The accelerating rise in global trade and travel means that our world is more interconnected than ever before. This trend could severely impact species and ecosystems globally, as it increases opportunities for species to invade regions beyond their natural range. In this thesis, I combine ecological theory and data synthesis with empirical field-studies to tackle the questions of what makes some communities more easily invaded than others, and how can both natural and anthropogenic control interventions affect the persistence and impacts of invasive species. I first evaluate the relationship between native species diversity and invasibility, or the vulnerability of a community to invasion. Using a meta-analytic approach, I show that the conflicting patterns between diversity and invasibility that are often observed in the literature are likely due to not only differences in spatial scales between studies but also to differences in the metrics researchers use to measure invader success. I then use the invasion of Caribbean coral reefs by the predatory Indo-Pacific lionfish as a model system to test natural and anthropogenic means of controlling the invader. Using a combination of fisheries-derived sampling of native grouper predators and a field experiment conducted across a gradient of grouper abundance, I examine the ability of native grouper predators to mitigate the negative effects of lionfish predation in the Bahamas. I reveal little evidence for direct predation by groupers on lionfish, but show that fear of native groupers alone by lionfish is sufficient to evoke behavioural changes in lionfish that could potentially reduce their impact on native prey. Finally, I use a long-term field experiment to investigate the ecological effectiveness of infrequent culling (i.e., the physical removal of lionfish from reefs by divers). I demonstrate that infrequent culling can reduce lionfish abundance, but is insufficient to halt the decline in native prey fish biomass. Moreover, I show that large-scale natural disturbances, like hurricanes, and density-dependent movement by lionfish from neighbouring reefs can undermine culling efforts. Overall, my thesis reveals that the development of standardized metrics is key to generate a holistic understanding of invasion dynamics, and that both natural and anthropogenic control over invaders is unlikely to stymy biological invasions at the scale currently observed for Indo-Pacific lionfish in the Caribbean.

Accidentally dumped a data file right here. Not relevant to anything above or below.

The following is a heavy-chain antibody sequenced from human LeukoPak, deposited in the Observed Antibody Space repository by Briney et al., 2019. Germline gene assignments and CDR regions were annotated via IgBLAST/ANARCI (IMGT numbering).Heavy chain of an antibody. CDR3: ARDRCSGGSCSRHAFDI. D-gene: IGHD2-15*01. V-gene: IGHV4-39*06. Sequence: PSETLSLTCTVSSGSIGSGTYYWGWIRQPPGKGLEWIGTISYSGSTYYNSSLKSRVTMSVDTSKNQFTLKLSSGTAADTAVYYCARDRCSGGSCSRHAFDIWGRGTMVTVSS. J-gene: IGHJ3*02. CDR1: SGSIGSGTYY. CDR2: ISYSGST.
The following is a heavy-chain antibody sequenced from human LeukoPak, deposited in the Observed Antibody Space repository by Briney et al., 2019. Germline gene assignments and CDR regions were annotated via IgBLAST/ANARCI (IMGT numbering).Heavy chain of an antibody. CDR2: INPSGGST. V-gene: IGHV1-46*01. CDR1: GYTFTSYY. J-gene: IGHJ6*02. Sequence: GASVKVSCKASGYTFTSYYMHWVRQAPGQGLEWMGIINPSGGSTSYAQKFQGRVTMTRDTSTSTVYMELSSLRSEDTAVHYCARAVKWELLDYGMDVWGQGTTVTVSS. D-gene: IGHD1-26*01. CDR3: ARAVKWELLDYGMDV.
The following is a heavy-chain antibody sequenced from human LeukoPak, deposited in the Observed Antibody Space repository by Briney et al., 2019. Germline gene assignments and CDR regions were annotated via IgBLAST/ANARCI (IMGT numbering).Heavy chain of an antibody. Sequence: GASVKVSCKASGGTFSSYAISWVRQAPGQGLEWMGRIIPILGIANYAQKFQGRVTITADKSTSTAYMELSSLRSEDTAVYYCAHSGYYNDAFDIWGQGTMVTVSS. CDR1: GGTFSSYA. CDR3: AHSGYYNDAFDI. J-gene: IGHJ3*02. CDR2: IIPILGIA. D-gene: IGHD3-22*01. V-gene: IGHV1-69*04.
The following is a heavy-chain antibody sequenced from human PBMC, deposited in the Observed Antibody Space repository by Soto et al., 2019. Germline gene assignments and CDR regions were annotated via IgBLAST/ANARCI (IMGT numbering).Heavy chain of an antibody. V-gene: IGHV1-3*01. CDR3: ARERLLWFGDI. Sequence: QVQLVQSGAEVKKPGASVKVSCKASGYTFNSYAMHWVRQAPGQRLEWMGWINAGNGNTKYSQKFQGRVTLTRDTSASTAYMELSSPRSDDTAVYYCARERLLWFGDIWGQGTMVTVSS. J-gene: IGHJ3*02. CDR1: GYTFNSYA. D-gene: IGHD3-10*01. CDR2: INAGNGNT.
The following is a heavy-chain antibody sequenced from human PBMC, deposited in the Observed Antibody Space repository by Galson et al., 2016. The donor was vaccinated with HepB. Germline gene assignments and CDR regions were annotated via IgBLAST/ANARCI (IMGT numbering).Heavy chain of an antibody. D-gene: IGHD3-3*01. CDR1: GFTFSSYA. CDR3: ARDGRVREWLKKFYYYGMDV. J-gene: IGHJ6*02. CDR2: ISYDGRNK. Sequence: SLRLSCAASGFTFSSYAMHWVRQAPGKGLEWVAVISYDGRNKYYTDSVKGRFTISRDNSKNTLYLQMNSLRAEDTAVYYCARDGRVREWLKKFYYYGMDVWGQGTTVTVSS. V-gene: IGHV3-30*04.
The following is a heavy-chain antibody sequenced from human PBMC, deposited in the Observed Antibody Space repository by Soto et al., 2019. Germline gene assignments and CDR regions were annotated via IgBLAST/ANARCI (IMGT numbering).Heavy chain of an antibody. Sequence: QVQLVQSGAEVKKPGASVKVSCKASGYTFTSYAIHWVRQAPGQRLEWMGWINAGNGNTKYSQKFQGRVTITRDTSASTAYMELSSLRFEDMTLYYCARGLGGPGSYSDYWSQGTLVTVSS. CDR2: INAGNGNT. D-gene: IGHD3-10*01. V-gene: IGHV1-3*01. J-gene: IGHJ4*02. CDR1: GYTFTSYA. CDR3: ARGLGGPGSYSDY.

Document type: 
Thesis
File(s): 
Senior supervisor: 
Isabelle M. Côté
Department: 
Science: Biological Sciences Department
Thesis type: 
(Thesis) Ph.D.

Repurposing historical data to investigate aerial insectivore declines

Date created: 
2019-09-09
Abstract: 

Populations of aerial insectivores have decreased since the mid-1980s, possibly due to declines in their prey. However, long-term data on insect abundance in North America are lacking. I evaluated whether brood size manipulation experiments could be repurposed to assess changes in insect availability. A literature review found no evidence that parents’ ability to respond to a challenge has changed over time, but study methods varied widely. Therefore, I replicated a brood size manipulation experiment conducted on tree swallows in 1994/1995. Parents did not change how they responded to changes in brood size. However, delivery rates were consistently lower in 2017/2018 because parents delivered smaller boluses and tended to visit the nest less. These results are consistent with the hypothesis that aerial insectivores are declining due to reduced insect availability, but could also arise for other reasons. My thesis highlights the value of historical data for investigating aerial insectivore population declines.

Document type: 
Thesis
File(s): 
Senior supervisor: 
David J. Green
Department: 
Science: Biological Sciences Department
Thesis type: 
(Thesis) M.Sc.

The evolutionary origins of amphibian extinction risk

Author: 
Date created: 
2019-09-18
Abstract: